Incentive Compatibility

Incentive Compatibility – along with mechanism design – is one of the key ideas for which the 2007 Nobel Prize in Economic Sciences was awarded. A mechanism is said to be incentive-compatible if every participant can achieve the best outcome to him/herself just by revealing his or her true preferences, or openly acting on his or her preferences (without “cheating”).

Although it’s a little-known fact of history, Hitler may have helped Leo develop this idea.

The story starts with Leo at 23 negotiating the bureaucracies of Switzerland, England and Portugal in order to get the necessary documents to emigrate to the U.S. during World War II.

Here’s the story in his own (lightly edited) words:

I started out in the fall quarter of 1938 at the London School of Economics, and the war broke out a year later, roughly. When the academic year 1938-’39 was ending (so, roughly speaking, May or June) I asked the British to extend my visa, which was only for one academic year. But they said they couldn’t do it, because my passport was only valid up to the end [of the academic year. They said I had to extend the passport, and then they could extend the visa. Well, the Poles were making difficulties with extending the passport. So I tried to get the British to permit me to stay a little longer. But they said that that was not their custom. By that time I knew enough about the British to know that when they say it’s not their custom, if you stand on your head, they won’t do it.

What I did is, I pretended essentially to be trying to go back to Poland without actually going there. So, I got transit visas through several countries, one of which was Switzerland. The first thing I did was to go to Paris. And I stayed in Paris for a couple of weeks, maybe a month, of the year 1939.

And one day in August, close to my birthday, there was the big news: the Ribbentrop-Molotov pact, the agreement between Stalin and Hitler to divide up Poland. I was at that point in Paris. I took the first train to Berne. That was very good, because otherwise I would have been trapped in France under the Nazis. (I really, as usual, paid attention to the headlines.) When I traveled from Paris to Berne, I remember the blue lights inside the train: They didn’t have any real lights you could read with, because there was conviction that the war would break out without much delay.

The reason that I didn’t stay in Berne was that the Swiss there have a Swiss-German dialect. Actually, many dialects. I thought, I don’t want to start learning a Swiss dialect. The Swiss insisted on Swiss dialect to show that they were anti-Nazi. They weren’t using so-called “High German.” Geneva speaks classical French.

I spent the academic year ’39-’40 in Geneva, until I got the U.S. visa to emigrate. The U.S. Consulate in Switzerland, which was in Zurich, said they must have certificates of good conduct from each of the countries I had occupied in the previous five years, which was Poland (which was occupied by the Nazis) and England and France. When I wrote the French, the French didn’t have any problem, the certificate was routine. The British said they were not in the custom of issuing certificates of good conduct. And the U.S. consulate in Zurich insisted on that.

I went to the office of the chief of police in Geneva, and I said if I don’t get something like that from the British, I will not be able to emigrate to the U.S., and I’ll be a burden on the Swiss taxpayer.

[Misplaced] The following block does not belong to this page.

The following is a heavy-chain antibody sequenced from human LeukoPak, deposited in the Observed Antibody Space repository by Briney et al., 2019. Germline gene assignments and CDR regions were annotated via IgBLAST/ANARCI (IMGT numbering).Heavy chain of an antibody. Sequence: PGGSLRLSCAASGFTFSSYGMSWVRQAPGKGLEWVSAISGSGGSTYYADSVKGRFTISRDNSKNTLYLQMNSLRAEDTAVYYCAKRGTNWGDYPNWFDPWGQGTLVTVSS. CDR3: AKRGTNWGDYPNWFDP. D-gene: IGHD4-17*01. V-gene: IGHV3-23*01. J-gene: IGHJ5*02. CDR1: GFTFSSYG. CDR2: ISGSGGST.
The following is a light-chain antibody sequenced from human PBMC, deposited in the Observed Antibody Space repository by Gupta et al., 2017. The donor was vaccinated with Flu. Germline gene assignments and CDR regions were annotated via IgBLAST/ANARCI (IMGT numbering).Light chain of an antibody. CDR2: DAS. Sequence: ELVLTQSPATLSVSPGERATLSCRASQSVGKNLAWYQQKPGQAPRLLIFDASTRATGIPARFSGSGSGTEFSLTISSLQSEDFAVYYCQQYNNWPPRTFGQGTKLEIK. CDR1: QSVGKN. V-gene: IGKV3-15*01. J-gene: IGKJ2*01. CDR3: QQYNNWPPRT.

He said, “How do you expect me to do anything about it?”

I said, “Write to the police in London, as if one policeman to another wants to know if a suspect has a bad record, asking if they have anything against me.”

He said, “All right, I’ll try it.”

And he wrote to the police in London, and they said they had nothing against me. He got it very quickly, because it was a collegial relationship between the police in western European Countries.

At some point the Kotzins sent me some money, after I lost my wallet in this post office. And I bought passage on an Italian boat. I already had the visa. This was early June. And just at that time, Italy joined Germany as partner in the war. So, of course, they couldn’t operate ships between Europe and the United States. So I was stuck again without money. I couldn’t ask Kotzins for money a second time.

So I essentially used a similar technique. I was in Lisbon already by that time. I got that far. First I went to the Italian shipping lines and I asked for my money back. They just laughed at me. They said, “Yes, you are an enemy, and come back afer the war.” That was not a good solution. Then I went to the harbor police, and essentially I used a variant of my trick in Geneva. I explained to them that if I cannot go to America, I cannot work in Lisbon, I’ll be a public burden.

So he said, “What do you expect me to do?”

I knew that Portugal was a dictatorship. (The dictator was an economist.) And the police could do anything they wanted. So I told him, “Just tell them you’ll take away their license.”

And within two days I got my money back.

But how I got these inspirations … I mean, I really acted as if I was an experienced person. I never had … It was really desperation.

But finally then I bought a ticket on a Greek boat. I was 23. The world was totally changed. The rules of the game were changed. But I somehow found if you sort of think through logically from the point of view of the other person … And everybody wanted to get rid of the refugees.

Hmmm. “The rules of the game.” Could the challenges he experienced at this formative age be part of what got him thinking about games, strategies, rules and incomplete information? Perhaps his biography will be titled (or at least have a chapter), “How Hitler Helped a Polish Jew Win the Nobel Prize.”



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